It can be hard to remain optimistic amidst all the bad news about our accelerating ecological problems. But as a purveyor of that doom and gloom, I feel much the same as Harvard professor of education Harold Gardner, who describes himself as “a pessimist who tries to live like an optimist.”
In fact, I believe I have an obligation to find cause for hope for me and for others.
In our Canadian Public Health Association paper on the ecological determinants of health, we devote an entire chapter to hope, which two of my medical colleagues recently defined as “finding positivity in the face of adversity.”
As I look at the state of our global environment, and the overall thrust of our global socio-economic system, which is geared to endless growth and thus further environmental harm, I remain a pessimist. But when I look locally, I am more likely to find cause for, if not optimism, at least hope. Good things have been happening at the local level, and they have happened there before.
Manchester was the world’s first industrial city, and its living and working conditions and environment were appalling, as — predictably — were the health impacts. Almost one in three infants died before their first birthday (about 1 in 200 today) and Edwin Chadwick, the “father” of modern public health, reported that in 1842, the average life expectancy of a Manchester worker was 17 years, while that of an agricultural worker was 38.
Were he to visit Manchester today, or even 50 years ago, he wouldn’t recognize the place. Clean air, increasingly clean water, generally good housing — it’s quite a transformation.
The story of that transformation, as told in Manchester’s excellent People’s History Museum, is one of social and political protest, reform and democratization leading to improved governance that brought with it strong public-health measures, sanitary engineering, improved housing and education. Moreover, public-health workers played a key role in this transformation.
This story offers hope to those concerned with the potential health impacts of the global ecological crisis. We have been remarkably successful before in the face of what appeared to be insuperable odds. We believe we can — indeed, must — succeed again.
This history is also why so much of my own work has focused on the local level, on how we make healthier communities, towns and cities. In fact, when it comes to moving us toward a healthier, more sustainable future, it is important to recognize that much of the progress we see starts locally.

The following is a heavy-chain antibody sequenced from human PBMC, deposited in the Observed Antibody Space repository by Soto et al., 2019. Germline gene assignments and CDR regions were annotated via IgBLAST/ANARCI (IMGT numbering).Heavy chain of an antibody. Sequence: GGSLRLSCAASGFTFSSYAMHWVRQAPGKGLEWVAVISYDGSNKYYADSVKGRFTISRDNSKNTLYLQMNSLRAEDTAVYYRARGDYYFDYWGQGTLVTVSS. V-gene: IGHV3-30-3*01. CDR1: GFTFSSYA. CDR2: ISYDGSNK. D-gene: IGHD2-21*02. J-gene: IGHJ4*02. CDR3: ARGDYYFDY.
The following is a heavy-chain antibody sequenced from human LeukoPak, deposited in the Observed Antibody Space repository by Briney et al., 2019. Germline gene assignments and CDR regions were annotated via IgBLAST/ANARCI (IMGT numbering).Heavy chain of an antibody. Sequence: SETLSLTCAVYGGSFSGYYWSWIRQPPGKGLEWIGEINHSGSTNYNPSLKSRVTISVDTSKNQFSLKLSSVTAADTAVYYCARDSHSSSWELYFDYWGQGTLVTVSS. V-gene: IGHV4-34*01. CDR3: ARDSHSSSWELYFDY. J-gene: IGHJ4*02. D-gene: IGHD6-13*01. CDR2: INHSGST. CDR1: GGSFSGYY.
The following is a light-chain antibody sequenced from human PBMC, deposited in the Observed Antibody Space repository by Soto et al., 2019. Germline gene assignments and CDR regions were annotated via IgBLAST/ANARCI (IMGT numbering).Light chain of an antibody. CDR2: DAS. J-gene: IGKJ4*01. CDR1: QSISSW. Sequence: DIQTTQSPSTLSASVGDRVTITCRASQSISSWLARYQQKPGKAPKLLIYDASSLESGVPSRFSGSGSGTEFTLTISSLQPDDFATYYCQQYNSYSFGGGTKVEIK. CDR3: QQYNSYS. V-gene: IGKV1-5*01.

In recent times, municipalities have often led the fight against tobacco, enacting anti-smoking bylaws years, if not decades, before provincial or federal governments.
And it is local governments that have led the way in reducing greenhouse gases and bringing in many other innovations to reduce environmental harm, including sustainability plans for urban design and transportation, recycling, energy conservation and other key issues important for health.
Moreover, as I have noted before, unlike the provincial and federal governments, municipalities are not slavish followers of the GDP as the main guide to social progress. Instead, they — and local organizations such as the Victoria Foundation, through its Vital Signs reports — measure quality of life, employing multiple indicators to assess life at the local level.
I think the openness of local governments to positive change (although by no means universal) lies in the nature of local governance. Local politicians and civic servants live in the place that their decisions affect, as do their families and friends. They are not living in Ottawa and making decisions remotely that don’t affect them.
Also, the bureaucracies are smaller and more intimate, making integrated responses more possible, at least in theory and sometimes in practice. And the link between citizen and decision-makers is closer, making local influence more possible.
Another cause for hope, again often at the local level, is the enormous influence of small groups of local citizens and community organizations. As Margaret Mead remarked, we should “never doubt that a small group of thoughtful, committed citizens can change the world; indeed, it’s the only thing that ever has.”
So as the adage has it, we need to think globally but act locally — and therein lies hope for health.
Dr. Trevor Hancock is a professor and senior scholar at the University of Victoria’s school of public health and social policy.